The first verses of 1 Corinthians 11 are not easily understood. I’m guessing that the original readers had an easier time of it, but I’m not altogether sure. Paul uses the same words in a literal sense and a figurative sense (as he does in other parts of 1 Corinthians), which can create some confusion.
Here’s the passage in question:
“Now I commend you because you remember me in everything and maintain the traditions even as I delivered them to you. But I want you to understand that the head of every man is Christ, the head of a wife is her husband, and the head of Christ is God. Every man who prays or prophesies with his head covered dishonors his head, but every wife who prays or prophesies with her head uncovered dishonors her head—it is the same as if her head were shaven. For if a wife will not cover her head, then she should cut her hair short. But since it is disgraceful for a wife to cut off her hair or shave her head, let her cover her head. For a man ought not to cover his head, since he is the image and glory of God, but woman is the glory of man. For man was not made from woman, but woman from man. Neither was man created for woman, but woman for man. That is why a wife ought to have a symbol of authority on her head, because of the angels. Nevertheless, in the Lord woman is not independent of man nor man of woman; for as woman was made from man, so man is now born of woman. And all things are from God. Judge for yourselves: is it proper for a wife to pray to God with her head uncovered? Does not nature itself teach you that if a man wears long hair it is a disgrace for him, but if a woman has long hair, it is her glory? For her hair is given to her for a covering. If anyone is inclined to be contentious, we have no such practice, nor do the churches of God.” (1 Corinthians 11:2–16)
There. It says what it means, and it means what it says. Let’s move on.
OK, I won’t chicken out like that. One problem with this passage is that there are several words that aren’t easily translated. Not that they are uncommon words, they’re just used in somewhat uncommon ways. Here are a few examples:
- head — Paul begins by talking about a figurative head: Christ as the head of man, the husband as head of his wife, God as the head of Christ. But then he moves to a discussion of the literal head, which leaves us scratching our heads (all puns intended) about just what he means by the figurative use.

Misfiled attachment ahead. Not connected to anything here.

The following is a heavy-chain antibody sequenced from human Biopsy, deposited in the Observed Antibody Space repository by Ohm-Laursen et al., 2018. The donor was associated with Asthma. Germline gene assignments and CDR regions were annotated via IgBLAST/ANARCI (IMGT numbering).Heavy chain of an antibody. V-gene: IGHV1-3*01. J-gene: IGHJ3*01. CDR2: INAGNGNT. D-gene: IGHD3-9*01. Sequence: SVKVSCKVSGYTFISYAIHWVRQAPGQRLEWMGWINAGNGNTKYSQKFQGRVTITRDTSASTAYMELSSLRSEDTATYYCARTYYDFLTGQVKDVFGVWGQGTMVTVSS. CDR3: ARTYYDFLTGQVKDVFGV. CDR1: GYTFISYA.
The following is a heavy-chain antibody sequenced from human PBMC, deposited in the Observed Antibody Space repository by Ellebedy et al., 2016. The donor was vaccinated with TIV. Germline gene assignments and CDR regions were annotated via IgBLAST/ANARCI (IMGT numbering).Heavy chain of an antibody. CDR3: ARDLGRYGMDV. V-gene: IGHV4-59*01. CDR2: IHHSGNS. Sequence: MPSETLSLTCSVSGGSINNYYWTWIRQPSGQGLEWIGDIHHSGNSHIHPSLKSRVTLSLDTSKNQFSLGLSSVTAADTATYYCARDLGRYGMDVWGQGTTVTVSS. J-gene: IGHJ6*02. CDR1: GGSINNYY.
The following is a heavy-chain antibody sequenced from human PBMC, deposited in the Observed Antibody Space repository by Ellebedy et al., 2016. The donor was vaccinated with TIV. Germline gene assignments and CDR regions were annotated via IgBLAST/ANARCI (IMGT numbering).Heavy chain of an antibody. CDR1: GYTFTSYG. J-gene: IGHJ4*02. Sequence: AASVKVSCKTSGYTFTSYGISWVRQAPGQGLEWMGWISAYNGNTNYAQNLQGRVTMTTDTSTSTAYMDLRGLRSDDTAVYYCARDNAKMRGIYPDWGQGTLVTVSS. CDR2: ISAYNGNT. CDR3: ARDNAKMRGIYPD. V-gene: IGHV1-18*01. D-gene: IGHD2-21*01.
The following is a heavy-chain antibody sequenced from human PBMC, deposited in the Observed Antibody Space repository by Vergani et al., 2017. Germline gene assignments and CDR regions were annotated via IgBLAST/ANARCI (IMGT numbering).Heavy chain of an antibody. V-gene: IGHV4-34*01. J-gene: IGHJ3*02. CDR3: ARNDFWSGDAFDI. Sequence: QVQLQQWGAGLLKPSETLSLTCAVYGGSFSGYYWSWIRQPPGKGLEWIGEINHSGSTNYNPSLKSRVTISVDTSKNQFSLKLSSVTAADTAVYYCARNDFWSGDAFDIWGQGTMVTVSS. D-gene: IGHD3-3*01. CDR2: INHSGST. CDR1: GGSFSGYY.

- glory — Man is the image and glory of God; woman is the glory of man. Later he says that long hair is a woman’s glory (in contrast with disgrace).
- authority — The KJV says that a woman should have “power on her head.” Several versions talk about a sign or symbol of authority, but those words (sign, symbol) have been added as an interpretation.
As different meanings of those words are used, so the interpretations shift. Like I said, it’s a difficult passage.
But here are some takeaways that I find, even as I wrestle with understanding specific details:
- Women prayed and prophesied in public. One commentator suggested that this was merely a hypothetical that would then be ruled out by Paul’s teachings in chapter 14. I don’t buy that. Women prayed and prophesied in public. Probably in the assembled church, hence the reference to the presence of angels.
- There are differences between men and women. Were there not, there would be no reason for this passage to exist. Paul’s appeals are theological in nature, not cultural. (see the previous chapters of 1 Corinthians for a good example of a culture-based argument) Galatians 3:28 did not erase gender nor gender differences in the church.
- There is a sense of “hierarchy” to the relationship between men and women. We can talk around that all we want, yet it’s hard to get away from that understanding of verse 3 and it’s discussion of headship. It’s not accurate to say that the Greeks didn’t use the word “head” to refer to the leader or prominent one. They frequently used the word in that way. Philo did, a Hellenistic Jew of the time. Pre-Christian and post-Christian gnostic writers did as well. Many Jewish writings do the same, often basing themselves on the usage in Deuteronomy 28 (verse 11 and verses 43-44).
Even if the word should be translated “source” or “origin,” the idea of hierarchy remains, based on the references to Christ and God. (Christ as “head” of man and God as “head” of Christ)
- Women were to dress in a way that reflected their relationship to man and to God. They were not to try to be men, but women. Even as they practiced a new freedom in Christ, they were to do so in a way that showed respect toward their husbands.
Lots of other details can be discussed and debated. Feel free to do so in the comments.